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- Subject: Re: stack level parameter
- From: Mark Hamburg <mark@...>
- Date: Tue, 19 Jan 2010 07:25:36 -0800
On Jan 18, 2010, at 10:47 PM, steve donovan wrote:
> On Tue, Jan 19, 2010 at 8:41 AM, Mark Hamburg <email@example.com> wrote:
>> The summary is "functions don't have environments, call frames (activation records) have environments". (Calling a function preserves the current environment. in-do-end temporarily changes the current environment.)
> So any function called from in-do-end effectively uses the new
> environment. And then for subsequent calls? Does it propagate?
It propagates. The rules are essentially:
* Lookup is done in the environment for the current call frame
* The environment in a new call frame is initialized to be equal to the environment in the preceding (calling) call frame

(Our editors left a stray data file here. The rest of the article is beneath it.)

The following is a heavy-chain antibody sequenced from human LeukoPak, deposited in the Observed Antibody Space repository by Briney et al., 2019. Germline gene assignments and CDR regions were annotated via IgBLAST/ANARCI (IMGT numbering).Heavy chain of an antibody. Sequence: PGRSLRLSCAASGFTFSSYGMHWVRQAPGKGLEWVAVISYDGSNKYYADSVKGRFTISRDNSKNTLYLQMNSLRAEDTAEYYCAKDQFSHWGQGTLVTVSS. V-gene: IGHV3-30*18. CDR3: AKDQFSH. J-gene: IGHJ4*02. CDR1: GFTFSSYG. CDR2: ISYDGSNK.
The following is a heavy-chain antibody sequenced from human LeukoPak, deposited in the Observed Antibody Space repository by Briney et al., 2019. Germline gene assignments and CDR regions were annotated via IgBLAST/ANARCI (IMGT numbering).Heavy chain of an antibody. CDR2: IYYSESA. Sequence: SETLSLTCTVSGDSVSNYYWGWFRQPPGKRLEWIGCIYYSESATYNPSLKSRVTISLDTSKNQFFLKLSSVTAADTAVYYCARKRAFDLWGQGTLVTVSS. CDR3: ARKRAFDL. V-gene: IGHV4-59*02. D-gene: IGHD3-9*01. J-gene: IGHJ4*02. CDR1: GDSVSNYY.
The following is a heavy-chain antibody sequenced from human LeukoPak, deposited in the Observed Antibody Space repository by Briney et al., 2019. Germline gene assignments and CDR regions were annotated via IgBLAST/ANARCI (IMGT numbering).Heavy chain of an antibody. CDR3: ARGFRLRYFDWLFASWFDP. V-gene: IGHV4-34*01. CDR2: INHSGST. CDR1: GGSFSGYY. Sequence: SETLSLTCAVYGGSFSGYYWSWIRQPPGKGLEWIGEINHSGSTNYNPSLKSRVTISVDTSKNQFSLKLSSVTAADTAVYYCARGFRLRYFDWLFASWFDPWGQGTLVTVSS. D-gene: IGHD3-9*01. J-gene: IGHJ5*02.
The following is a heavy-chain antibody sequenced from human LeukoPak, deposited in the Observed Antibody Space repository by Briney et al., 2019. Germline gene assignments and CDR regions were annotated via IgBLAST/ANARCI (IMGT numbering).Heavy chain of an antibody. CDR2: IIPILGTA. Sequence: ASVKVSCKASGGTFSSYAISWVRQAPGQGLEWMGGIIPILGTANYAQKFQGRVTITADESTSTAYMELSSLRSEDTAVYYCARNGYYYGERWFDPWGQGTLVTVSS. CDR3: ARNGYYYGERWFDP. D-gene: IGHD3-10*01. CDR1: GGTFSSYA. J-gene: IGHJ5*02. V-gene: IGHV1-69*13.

* in-do-end temporarily changes the environment in the current call frame
>> Certainly it probably pushes harder for using other mechanisms like upvalues to share private data since everything you call will by default be able to see the same globals you can see.
> That's a big difference. So lookup is first current environment, then global?
There is no additional global scope. Globals are looked up in the current environment of the current call frame.
This approach does not introduce a stack of environments akin to the PostScript dictionary stack. One could build such a stack via appropriately constructed environments:
in _G:pushenv( env ) do ... end
in pushenv( env ) do ... end
But that's a construct built on top of the basic mechanisms.
This approach is quite different from what Lua does now but at the same time is fully compatible with most code (under the assumption that setfenv is rare and getting rarer and hence most code was operating in a single shared environment anyway). It has pros and cons depending on what you want to do. One increasingly big pro for me when I look at it is that it is actually moderately easy to describe. It's also much more friendly toward threaded (coroutine) code than uses of setfenv at any time other than immediately after code has been loaded.